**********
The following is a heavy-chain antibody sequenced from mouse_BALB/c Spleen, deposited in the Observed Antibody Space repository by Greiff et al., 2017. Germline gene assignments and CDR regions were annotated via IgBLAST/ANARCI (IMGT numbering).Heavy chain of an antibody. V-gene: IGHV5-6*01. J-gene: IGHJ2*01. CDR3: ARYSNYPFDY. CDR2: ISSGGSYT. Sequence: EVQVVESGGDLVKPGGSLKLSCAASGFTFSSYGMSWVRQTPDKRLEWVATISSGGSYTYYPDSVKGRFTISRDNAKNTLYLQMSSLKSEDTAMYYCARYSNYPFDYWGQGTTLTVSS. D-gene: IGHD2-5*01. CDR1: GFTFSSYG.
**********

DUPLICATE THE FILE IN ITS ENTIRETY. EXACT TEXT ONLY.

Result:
The following is a heavy-chain antibody sequenced from mouse_BALB/c Spleen, deposited in the Observed Antibody Space repository by Greiff et al., 2017. Germline gene assignments and CDR regions were annotated via IgBLAST/ANARCI (IMGT numbering).Heavy chain of an antibody. V-gene: IGHV5-6*01. J-gene: IGHJ2*01. CDR3: ARYSNYPFDY. CDR2: ISSGGSYT. Sequence: EVQVVESGGDLVKPGGSLKLSCAASGFTFSSYGMSWVRQTPDKRLEWVATISSGGSYTYYPDSVKGRFTISRDNAKNTLYLQMSSLKSEDTAMYYCARYSNYPFDYWGQGTTLTVSS. D-gene: IGHD2-5*01. CDR1: GFTFSSYG.